Porsche says the eighth generation of its iconic 911 will once again raise the bar for luxury sports cars when the Carrera S version arrives at dealers this month. The 911 has high-tech new assistance systems such as thermal imaging cameras for better vision during night driving and “wet mode” to improve handling on slick surfaces. This is needed because the 911 is much more at risk of aquaplaning due to its light weight and broad tires. Additional upgrades include standard LED headlights and a new subframe that isolates engine vibrations before they penetrate into the cabin. Engineers have also adapted the sports car for a digital world, replacing four of the five dashboard dials with virtual ones using two high-resolution 7-inch displays that flank the centerpiece analog rev counter on both sides.
The rev counter was retained because it is considered part of the car’s signature look. The high-definition screen in the middle console grew nearly 4 inches to 10.9-inches diagonally compared with the previous generation model. The rear-mounted, six-cylinder boxer engine from the previous generation car served as the basis for the new 911’s powertrain, but engineers coaxed an additional 30 hp out of the 3.0-liter twin turbo. Now its output hits a maximum of 444 hp at 6,500 revolutions. A new eight-speed dual-clutch transmission from ZF Friedrichshafen applies the 530 newton meters of torque to the wheels.
The 911 accelerates 0 to 100 kph in 3.7 seconds, four-tenths of a second faster than the previous-generation model, even without the optional Sport Chrono Package. The Carrera S has a top speed of 308 kph.
“I can promise you it will once again be the best 911 of all time,” said Thomas Krickelberg, head of the 911 model line.
Since the first 911 debuted 55 years ago, it has served as the benchmark for the segment, combining race track capability with everyday comfort. A common thread through all eight generations of the 911, according to engineers, is that its purist DNA has never changed. “The 911 can be described rather simply,” Krickelberg said. “The fuel tank is in the front, the engine in the back, the ignition left of the steering wheel and its distinct silhouette gives it an instant recognition.”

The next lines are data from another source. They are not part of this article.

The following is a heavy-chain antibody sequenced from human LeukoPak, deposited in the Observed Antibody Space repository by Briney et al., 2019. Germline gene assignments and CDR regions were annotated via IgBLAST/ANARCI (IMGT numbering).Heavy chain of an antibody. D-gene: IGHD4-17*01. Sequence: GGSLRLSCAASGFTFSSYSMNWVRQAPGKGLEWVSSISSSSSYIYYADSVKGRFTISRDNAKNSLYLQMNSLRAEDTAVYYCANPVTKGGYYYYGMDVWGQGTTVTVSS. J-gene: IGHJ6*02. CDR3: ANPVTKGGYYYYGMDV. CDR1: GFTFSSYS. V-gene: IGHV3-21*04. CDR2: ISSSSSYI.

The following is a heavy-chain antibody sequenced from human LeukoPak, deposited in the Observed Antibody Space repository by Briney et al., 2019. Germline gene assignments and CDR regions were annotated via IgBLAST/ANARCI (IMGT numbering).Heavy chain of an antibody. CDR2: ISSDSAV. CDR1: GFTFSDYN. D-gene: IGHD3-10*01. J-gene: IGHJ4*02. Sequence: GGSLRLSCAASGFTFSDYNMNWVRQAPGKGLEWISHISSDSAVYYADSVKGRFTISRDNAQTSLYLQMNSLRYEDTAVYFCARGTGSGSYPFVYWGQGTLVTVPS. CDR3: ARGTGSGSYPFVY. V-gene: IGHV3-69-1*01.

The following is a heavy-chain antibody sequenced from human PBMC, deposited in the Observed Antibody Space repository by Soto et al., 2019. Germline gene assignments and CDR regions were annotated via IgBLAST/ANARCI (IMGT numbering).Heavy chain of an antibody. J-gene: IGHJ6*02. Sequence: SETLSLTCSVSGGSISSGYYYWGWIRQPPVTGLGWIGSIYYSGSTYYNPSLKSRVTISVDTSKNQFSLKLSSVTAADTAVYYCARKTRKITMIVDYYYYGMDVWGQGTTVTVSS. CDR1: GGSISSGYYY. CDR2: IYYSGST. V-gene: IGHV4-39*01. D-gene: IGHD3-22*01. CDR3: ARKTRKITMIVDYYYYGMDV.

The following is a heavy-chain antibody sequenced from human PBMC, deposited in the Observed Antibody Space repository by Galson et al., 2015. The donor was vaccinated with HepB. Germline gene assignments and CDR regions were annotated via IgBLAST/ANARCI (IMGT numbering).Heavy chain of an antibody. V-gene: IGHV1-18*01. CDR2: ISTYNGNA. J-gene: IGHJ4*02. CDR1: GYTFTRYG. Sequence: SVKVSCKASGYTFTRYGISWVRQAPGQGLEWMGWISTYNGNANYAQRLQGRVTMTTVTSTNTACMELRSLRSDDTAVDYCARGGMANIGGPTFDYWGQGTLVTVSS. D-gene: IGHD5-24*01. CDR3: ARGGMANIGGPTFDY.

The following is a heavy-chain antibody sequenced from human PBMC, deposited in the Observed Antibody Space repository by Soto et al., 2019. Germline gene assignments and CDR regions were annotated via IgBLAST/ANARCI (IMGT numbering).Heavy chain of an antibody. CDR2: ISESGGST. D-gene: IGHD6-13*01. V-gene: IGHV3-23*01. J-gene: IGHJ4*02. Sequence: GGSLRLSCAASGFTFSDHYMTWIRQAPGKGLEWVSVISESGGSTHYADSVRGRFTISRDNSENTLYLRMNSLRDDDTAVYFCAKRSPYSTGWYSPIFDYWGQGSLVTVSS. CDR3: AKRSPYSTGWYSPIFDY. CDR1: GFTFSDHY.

The 911 is far from being the brand’s top-seller - that is the Macan crossover - but it represents the core of the brand because it lends its prestige, design and sporty character to all other Porsches that have followed.
Unlike other sports cars, volumes do not drop off sharply after the first one or two years. “It provides a relatively stable, predictable source of demand with about 30,000 units sold each year,” Krickelberg said. The seventh-generation 911 was the most successful so far with nearly 218,000 built since its debut in 2011.
No electrification will be offered initially, but Porsche CEO Oliver Blume has said he is tending toward introducing a lighter, full-hybrid as an option rather than a plug-in hybrid, most likely halfway through the new 911’s life cycle.
To better reduce emissions, Porsche is replacing the solenoid-operating injectors with a new piezo-activated system for the first time. Found in many common-rail diesel systems, it can inject fuel into the cylinder as often as five times in a cycle and precisely time when to spray the ultrafine droplets. This leads to a more controlled and complete combustion process with fewer harmful by-products. In combination with the gasoline particle filter, which will not be available in all global markets, they ensure the vehicle meets the latest emission regulations in Europe.